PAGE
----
Essays

A collection writings and thoughts by artist Gary Llama.

Production as Feedback Loops

Would you like to see the biggest failure of Humanity? It’s what is pictured in the picture above.

For a long while, the way human beings have tended to create has been from source, to product, then product comes back to nature, in a way that is not reclaimable by nature. Hence it’s a one way system. And that gap in the circle above, that what we refer to as “externalization”, where things go to die. Out of sight. Out of mind. But not in a way in accordance with the reality of the natural world.

When the recycle movement came to fruitiion, the recylce arrow attended to the way we use things in society, produce, consume, re-use, hence the three point arrow.

Our current society henges on the idea of use, as a seperate step of a product. And I think it’s this mindset, itself a product of the one way system of use it grew from, that holds us back from making further progress. I think subtly, a new language must appear that is not part of the ‘use’ paradigm.

When I discovered this idea, it was in the framework of engines. Rather than desinging engines that ‘use’, to achieve real progress, we must strive for engines that just produce and build upon, like a feedback loop. So two stages, build, build upon, kind of like a turbo, but without external input in the cycle. (gasoline injection)

Different Application: When a car exists, it spends its life in one of three stages: 1) Production 2) Use 3) Decay. The decay stage is looked at as when the car is junked. My view is that there are only two stages 1) Production 2) Product. And the decay stage is inherent in the product stage. Afterall, when can we really decide the car is in decay? After a certain amount of miles? IF you don’t drive it for months? The reality is, every machine begins a journey to falling apart the second the assembler takes their hands off of it.

But my model is only true for the first revolution. After that, it turns into one cycle, build upon.

So what would be the effects of looking at products more holistically, and simplified? Well, We’d see an iPhone not just as something in our pocket, but also something in a landfill, and remove the third stage of Decay from something we externalize to others. Instead, we would view these things as responsibilities, changes we caused in the universe to satisfy ourselves, rather than “use” product with externalized, out of sight/mind decay stage.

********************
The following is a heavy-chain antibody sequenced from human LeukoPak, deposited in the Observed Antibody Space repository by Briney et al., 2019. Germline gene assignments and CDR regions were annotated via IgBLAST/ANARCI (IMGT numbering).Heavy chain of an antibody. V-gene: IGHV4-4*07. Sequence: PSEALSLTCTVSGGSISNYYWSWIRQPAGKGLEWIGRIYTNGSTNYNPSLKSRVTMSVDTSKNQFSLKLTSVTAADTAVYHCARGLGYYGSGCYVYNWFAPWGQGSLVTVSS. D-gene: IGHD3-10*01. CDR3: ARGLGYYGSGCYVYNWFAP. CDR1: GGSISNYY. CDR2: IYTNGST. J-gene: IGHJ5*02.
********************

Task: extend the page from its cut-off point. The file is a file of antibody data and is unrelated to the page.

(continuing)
How would this effect manufacturing? It would put greater emphasis on component repairability, durability, and overall environmental friendliness of manufacturing pieces. This is in stark contrast to the planned obsolecence and unplanned, but price oriented production of cheap, built to price with lowered life spec goods we currently encounter, sadly, at a time when we could make things that last longer than ever before.

TLDR; Decay is part of a product, not something that happens when you are done with it. Products are responsibilities to those whom cause them to be built. We need a new language and mindset to keep up with the reality that decay is not an externalized stage, but one the producer and product buyer are inherently responsible for causing, and dealing with.

About The Site

Llamatism is a collection of things, a cabinet of curiosities, and reports from explorations on things, by Gary Llama.

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